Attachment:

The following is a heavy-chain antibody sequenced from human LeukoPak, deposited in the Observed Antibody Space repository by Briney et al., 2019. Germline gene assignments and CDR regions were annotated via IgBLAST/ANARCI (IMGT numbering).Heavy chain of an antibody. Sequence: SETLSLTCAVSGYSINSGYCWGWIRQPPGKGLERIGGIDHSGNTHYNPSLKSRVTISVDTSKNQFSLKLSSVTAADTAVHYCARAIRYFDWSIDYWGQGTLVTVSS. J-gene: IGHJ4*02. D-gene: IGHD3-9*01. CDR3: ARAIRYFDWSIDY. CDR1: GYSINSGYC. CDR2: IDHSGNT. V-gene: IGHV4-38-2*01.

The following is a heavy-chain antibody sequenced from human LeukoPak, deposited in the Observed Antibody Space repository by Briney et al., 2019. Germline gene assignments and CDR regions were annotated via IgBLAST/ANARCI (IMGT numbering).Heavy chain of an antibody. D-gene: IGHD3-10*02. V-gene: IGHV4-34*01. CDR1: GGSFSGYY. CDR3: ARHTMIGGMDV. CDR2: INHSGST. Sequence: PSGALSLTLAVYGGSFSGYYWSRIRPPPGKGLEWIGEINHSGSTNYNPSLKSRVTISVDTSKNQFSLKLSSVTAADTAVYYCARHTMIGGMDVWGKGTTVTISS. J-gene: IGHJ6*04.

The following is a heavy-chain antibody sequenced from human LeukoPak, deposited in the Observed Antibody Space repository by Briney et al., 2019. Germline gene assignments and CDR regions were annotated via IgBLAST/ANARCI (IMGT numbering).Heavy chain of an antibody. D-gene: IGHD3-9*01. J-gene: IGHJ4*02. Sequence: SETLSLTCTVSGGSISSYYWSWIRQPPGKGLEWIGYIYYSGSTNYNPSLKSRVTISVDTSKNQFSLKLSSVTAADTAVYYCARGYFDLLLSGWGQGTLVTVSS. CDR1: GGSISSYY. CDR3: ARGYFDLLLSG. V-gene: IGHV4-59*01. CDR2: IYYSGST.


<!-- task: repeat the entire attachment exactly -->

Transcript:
The following is a heavy-chain antibody sequenced from human LeukoPak, deposited in the Observed Antibody Space repository by Briney et al., 2019. Germline gene assignments and CDR regions were annotated via IgBLAST/ANARCI (IMGT numbering).Heavy chain of an antibody. Sequence: SETLSLTCAVSGYSINSGYCWGWIRQPPGKGLERIGGIDHSGNTHYNPSLKSRVTISVDTSKNQFSLKLSSVTAADTAVHYCARAIRYFDWSIDYWGQGTLVTVSS. J-gene: IGHJ4*02. D-gene: IGHD3-9*01. CDR3: ARAIRYFDWSIDY. CDR1: GYSINSGYC. CDR2: IDHSGNT. V-gene: IGHV4-38-2*01.

The following is a heavy-chain antibody sequenced from human LeukoPak, deposited in the Observed Antibody Space repository by Briney et al., 2019. Germline gene assignments and CDR regions were annotated via IgBLAST/ANARCI (IMGT numbering).Heavy chain of an antibody. D-gene: IGHD3-10*02. V-gene: IGHV4-34*01. CDR1: GGSFSGYY. CDR3: ARHTMIGGMDV. CDR2: INHSGST. Sequence: PSGALSLTLAVYGGSFSGYYWSRIRPPPGKGLEWIGEINHSGSTNYNPSLKSRVTISVDTSKNQFSLKLSSVTAADTAVYYCARHTMIGGMDVWGKGTTVTISS. J-gene: IGHJ6*04.

The following is a heavy-chain antibody sequenced from human LeukoPak, deposited in the Observed Antibody Space repository by Briney et al., 2019. Germline gene assignments and CDR regions were annotated via IgBLAST/ANARCI (IMGT numbering).Heavy chain of an antibody. D-gene: IGHD3-9*01. J-gene: IGHJ4*02. Sequence: SETLSLTCTVSGGSISSYYWSWIRQPPGKGLEWIGYIYYSGSTNYNPSLKSRVTISVDTSKNQFSLKLSSVTAADTAVYYCARGYFDLLLSGWGQGTLVTVSS. CDR1: GGSISSYY. CDR3: ARGYFDLLLSG. V-gene: IGHV4-59*01. CDR2: IYYSGST.